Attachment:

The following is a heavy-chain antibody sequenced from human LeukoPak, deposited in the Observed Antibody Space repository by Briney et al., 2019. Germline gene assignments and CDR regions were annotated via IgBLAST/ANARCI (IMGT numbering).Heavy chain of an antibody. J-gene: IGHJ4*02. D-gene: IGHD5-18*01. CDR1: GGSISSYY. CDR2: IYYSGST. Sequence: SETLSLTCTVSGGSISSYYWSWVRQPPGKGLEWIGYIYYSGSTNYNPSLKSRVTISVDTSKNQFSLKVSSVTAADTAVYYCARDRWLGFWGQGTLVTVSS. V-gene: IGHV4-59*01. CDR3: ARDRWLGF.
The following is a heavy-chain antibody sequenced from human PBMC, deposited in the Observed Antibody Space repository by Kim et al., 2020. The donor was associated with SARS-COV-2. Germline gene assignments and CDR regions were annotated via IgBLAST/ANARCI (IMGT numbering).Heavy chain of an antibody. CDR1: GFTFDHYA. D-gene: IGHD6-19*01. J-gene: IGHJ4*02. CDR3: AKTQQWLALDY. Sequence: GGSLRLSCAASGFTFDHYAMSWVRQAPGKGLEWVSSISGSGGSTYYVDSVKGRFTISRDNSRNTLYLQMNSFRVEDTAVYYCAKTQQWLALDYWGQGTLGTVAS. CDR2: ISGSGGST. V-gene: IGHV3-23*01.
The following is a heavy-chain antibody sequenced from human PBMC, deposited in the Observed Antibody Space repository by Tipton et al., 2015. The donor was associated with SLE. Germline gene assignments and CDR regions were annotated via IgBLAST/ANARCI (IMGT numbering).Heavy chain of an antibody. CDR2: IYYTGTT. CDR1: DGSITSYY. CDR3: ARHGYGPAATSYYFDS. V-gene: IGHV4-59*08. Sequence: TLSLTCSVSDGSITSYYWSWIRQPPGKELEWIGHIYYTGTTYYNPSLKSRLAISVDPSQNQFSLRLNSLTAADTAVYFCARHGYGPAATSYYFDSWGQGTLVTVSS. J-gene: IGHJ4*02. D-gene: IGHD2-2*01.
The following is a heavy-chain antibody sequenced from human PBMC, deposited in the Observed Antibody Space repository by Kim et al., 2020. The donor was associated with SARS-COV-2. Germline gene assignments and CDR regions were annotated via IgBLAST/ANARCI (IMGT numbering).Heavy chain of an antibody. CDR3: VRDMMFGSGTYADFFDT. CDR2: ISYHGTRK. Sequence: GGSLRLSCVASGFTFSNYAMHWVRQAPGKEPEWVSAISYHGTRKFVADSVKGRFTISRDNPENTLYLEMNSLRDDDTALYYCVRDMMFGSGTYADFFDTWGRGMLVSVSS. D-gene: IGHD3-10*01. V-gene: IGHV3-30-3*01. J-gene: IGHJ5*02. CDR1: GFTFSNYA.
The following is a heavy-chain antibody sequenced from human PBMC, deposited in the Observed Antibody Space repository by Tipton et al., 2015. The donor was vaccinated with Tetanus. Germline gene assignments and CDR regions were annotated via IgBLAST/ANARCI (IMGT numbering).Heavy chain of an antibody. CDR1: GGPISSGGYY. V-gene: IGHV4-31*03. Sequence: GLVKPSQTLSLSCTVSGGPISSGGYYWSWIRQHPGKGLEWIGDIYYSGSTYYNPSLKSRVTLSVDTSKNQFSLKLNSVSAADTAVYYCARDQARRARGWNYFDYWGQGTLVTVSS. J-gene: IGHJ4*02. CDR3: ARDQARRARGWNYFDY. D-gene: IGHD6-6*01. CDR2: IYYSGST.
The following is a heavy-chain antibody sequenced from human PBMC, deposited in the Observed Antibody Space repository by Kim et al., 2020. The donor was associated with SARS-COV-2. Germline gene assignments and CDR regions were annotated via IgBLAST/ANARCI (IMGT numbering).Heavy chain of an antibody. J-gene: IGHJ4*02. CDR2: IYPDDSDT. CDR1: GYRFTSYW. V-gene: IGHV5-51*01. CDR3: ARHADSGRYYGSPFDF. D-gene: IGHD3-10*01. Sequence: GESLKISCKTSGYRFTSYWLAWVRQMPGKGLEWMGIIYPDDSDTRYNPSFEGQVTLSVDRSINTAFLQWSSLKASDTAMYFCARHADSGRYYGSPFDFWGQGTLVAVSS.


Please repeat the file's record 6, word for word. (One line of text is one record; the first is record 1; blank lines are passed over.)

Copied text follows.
The following is a heavy-chain antibody sequenced from human PBMC, deposited in the Observed Antibody Space repository by Kim et al., 2020. The donor was associated with SARS-COV-2. Germline gene assignments and CDR regions were annotated via IgBLAST/ANARCI (IMGT numbering).Heavy chain of an antibody. J-gene: IGHJ4*02. CDR2: IYPDDSDT. CDR1: GYRFTSYW. V-gene: IGHV5-51*01. CDR3: ARHADSGRYYGSPFDF. D-gene: IGHD3-10*01. Sequence: GESLKISCKTSGYRFTSYWLAWVRQMPGKGLEWMGIIYPDDSDTRYNPSFEGQVTLSVDRSINTAFLQWSSLKASDTAMYFCARHADSGRYYGSPFDFWGQGTLVAVSS.